Hassan Shibly, who was one of the highest-profile officials at the Council on American-Islamic Relations (CAIR), has been accused of spouse abuse and repeated harassment in a National Public Radio story published Thursday.
Shibly resigned as director of CAIR’s Florida chapter in January, weeks after his wife went public with spouse abuse allegations. CAIR’s announcement of his departure made no mention of those allegations, and thanked Shibly for leaving “the organization stronger than ever.”
“I got married at a very young age,” Sadrati wrote in the fundraising appeal, which has raised more than $32,000 as of Friday morning. “However, when I was 9 months pregnant with my first born; my marriage became volatile and abusive.”
Shibly denies all abuse allegations. The couple is in divorce proceedings.
The Investigative Project on Terrorism obtained a 911 call Sadrati made on Dec. 25, three days before she posted the GoFundMe appeal. There was no imminent threat, she said, but “he attacked me in my home … a couple of months back.”
In the call, which can be heard below, Sadrati said she felt that he threatened to kill her “if I went and told anybody.”
“I’m scared because I’m finally getting, like, out,” she told the 911 dispatcher. “Like I’m finally taking action against him and I’m scared that he might come here and do something to me.”
“He’s been beating me for 12 years,” Sadrati said, “and I’m done hiding.”
In interviews with NPR, Shibly cast himself as the victim of her abuse. “She’s using my position and the legal system to gain advantage in our ongoing legal divorce process,” he told NPR. He also rejected independent allegations from former CAIR staffers and others that he sexually harassed and bullied people.
He responded to the NPR story with an Instagram post chiding people who use social media to “recklessly share utter lies and slander. As we abstain from food and drink during the days of this blessed month [Ramadan] let’s not forget that such abstinence of what’s normally permissible will bring us no benefit if we fail to abstain from what’s always impermissible such us talebearing, gossip, slander and harming others.”
Shibly admitted to NPR that he “did enter into religious marriage contracts with women outside his legal marriage.” A failure to abstain, therefore, appears to be a big reason he’s receiving this attention.
NPR deserves credit for publishing the story. Sadrati’s GoFundMe video has been online more than four months. Social media has buzzed with allegations against Shibly, including on this open Facebook group. At its core, this is a story about a purported civil rights organization dogged by accusations of mistreating and discriminating against women, while its Florida chapter is run by a man accused of repeated harassment. But no Florida or other national news outlet seems to have pursued the story.
NPR still managed to accept and advance a false narrative about CAIR’s origins:
In 1994, a handful of young Muslim activists in Washington, D.C., decided to push back against what they saw as the growing demonization of Islam in politics and pop culture.
The result of their organizing was CAIR.
This assertion that ignores a long, documented record tying CAIR’s birth to the Muslim Brotherhood and a Hamas-support network operating in the United States during the early 1990s. Much of the information comes directly from the people who were there.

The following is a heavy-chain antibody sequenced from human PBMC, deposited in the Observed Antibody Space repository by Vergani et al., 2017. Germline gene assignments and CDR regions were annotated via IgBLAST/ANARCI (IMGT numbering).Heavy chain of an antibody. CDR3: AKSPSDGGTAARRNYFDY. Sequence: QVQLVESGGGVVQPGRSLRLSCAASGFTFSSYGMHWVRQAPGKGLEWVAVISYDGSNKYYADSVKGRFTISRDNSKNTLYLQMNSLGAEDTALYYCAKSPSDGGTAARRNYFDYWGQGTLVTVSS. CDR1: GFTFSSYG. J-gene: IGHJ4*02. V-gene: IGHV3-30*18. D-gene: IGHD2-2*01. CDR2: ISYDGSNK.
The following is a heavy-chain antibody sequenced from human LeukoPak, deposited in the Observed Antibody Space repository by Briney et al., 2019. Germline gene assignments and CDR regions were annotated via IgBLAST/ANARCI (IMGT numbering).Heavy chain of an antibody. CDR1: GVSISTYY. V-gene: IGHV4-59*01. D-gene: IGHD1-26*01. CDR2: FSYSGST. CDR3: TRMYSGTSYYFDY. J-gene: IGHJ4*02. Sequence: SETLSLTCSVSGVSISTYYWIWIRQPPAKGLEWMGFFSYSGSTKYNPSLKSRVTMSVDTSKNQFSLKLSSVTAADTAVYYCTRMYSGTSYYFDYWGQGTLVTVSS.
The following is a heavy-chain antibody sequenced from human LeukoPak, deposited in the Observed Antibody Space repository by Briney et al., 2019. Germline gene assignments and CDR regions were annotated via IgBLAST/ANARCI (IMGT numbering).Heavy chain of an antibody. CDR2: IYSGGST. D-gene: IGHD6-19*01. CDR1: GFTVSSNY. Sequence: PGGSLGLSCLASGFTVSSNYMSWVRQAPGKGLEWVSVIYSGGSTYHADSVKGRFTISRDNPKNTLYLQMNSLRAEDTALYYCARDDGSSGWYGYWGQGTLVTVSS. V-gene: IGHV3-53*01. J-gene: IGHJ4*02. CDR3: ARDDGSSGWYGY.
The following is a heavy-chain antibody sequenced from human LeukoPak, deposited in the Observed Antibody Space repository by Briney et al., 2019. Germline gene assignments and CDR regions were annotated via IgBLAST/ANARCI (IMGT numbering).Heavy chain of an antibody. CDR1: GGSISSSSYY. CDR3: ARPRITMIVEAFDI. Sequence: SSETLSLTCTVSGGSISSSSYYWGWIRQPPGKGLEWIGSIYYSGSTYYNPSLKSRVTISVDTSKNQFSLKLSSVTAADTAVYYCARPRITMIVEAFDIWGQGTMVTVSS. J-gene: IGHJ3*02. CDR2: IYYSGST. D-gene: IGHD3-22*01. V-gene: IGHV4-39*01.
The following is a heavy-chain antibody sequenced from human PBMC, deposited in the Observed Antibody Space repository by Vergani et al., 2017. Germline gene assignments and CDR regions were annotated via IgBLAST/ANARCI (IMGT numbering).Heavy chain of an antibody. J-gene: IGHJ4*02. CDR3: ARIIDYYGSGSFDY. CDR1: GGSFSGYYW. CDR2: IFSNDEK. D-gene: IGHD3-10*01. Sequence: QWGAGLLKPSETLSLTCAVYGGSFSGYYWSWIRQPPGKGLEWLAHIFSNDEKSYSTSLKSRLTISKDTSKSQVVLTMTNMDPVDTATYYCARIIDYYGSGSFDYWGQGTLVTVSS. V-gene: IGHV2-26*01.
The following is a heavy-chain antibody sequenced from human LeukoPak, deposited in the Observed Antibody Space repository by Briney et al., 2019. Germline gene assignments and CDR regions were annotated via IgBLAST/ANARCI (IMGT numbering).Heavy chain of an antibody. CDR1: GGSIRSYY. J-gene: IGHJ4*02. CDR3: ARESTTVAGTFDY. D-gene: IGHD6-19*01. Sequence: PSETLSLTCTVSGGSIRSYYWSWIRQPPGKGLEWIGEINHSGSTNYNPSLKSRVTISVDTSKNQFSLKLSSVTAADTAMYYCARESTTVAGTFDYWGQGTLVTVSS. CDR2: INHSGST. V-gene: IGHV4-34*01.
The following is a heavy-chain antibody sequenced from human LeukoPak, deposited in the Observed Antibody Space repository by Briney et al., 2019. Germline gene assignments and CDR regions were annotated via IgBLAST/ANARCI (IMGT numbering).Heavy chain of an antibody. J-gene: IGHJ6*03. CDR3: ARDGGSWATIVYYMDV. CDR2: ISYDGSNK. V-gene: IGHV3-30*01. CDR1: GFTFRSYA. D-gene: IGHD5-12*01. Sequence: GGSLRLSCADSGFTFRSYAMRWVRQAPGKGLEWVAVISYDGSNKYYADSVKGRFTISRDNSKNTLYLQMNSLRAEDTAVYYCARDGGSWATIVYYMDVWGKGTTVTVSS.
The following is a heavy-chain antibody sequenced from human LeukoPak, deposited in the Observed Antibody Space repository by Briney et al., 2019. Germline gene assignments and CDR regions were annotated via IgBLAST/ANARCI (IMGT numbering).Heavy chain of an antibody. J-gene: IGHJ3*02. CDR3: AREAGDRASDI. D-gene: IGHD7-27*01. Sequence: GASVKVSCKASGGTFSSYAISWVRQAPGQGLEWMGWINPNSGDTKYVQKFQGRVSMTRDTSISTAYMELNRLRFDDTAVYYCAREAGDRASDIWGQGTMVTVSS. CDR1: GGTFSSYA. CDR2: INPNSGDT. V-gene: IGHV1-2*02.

For starters, the FBI bugged a Philadelphia hotel meeting room in 1993, listening in as Muslim Brotherhood members and supporters spent a weekend discussing ways to “derail” the U.S.-brokered Oslo Accords. The peace deal included two elements vehemently opposed by the Brotherhood and its Palestinian offshoot Hamas: a recognition of Israel and the elevation of the secular Fatah movement over the Islamists in Hamas.
The recordings and translated transcripts of the Brotherhood’s “Palestine Committee” meeting were admitted into evidence in the successful Hamas-financing prosecution against the Holy Land Foundation for Relief and Development and five former leaders.
The meeting was planned, convened and moderated by CAIR co-founder and longtime national chairman Omar Ahmad, described by the FBI as a “leader within the Palestine Committee.” Nihad Awad, another CAIR co-founder and the only executive director it has ever had, also participated in the meeting, using the crude code name Samah – Hamas spelled backward – when referring to the terrorist group.
Other topics were covered. Among them, the FBI transcripts show, was a discussion about “establishing alternative organizations which can benefit from a new atmosphere, ones whose Islamic hue is not very conspicuous.”
CAIR was formed the following summer “as a result of this” discussion, FBI Special Agent Lara Burns testified.
The evidence prompted the FBI to enact a policy in 2008 cutting off non-investigative contact with CAIR “until we can resolve whether there continues to be a connection between CAIR or its executives and HAMAS.” The policy remains in effect.
While CAIR’s true history remains largely ignored by news outlets, the NPR report paints a picture of an organization unwilling to confront chronic complaints against some of its leaders. It interviewed 18 people who worked at CAIR national and in prominent chapters.
Religious scholar Aslam Abdullah told the network that he has been told of numerous “credible allegations of harassment, sexual misconduct or unfair treatment” against powerful men in CAIR, but “women mistrust that CAIR will handle their claims seriously.”
Hassan Shibly may have resigned. But unless the sources who spoke with NPR all are lying, CAIR’s troubles extend well beyond one person.
This article was originally published at The Investigative Project on Terrorism.
The views expressed in CCNS member articles are not necessarily the views or positions of the entire CCNS. They are the views of the authors, who are members of the CCNS.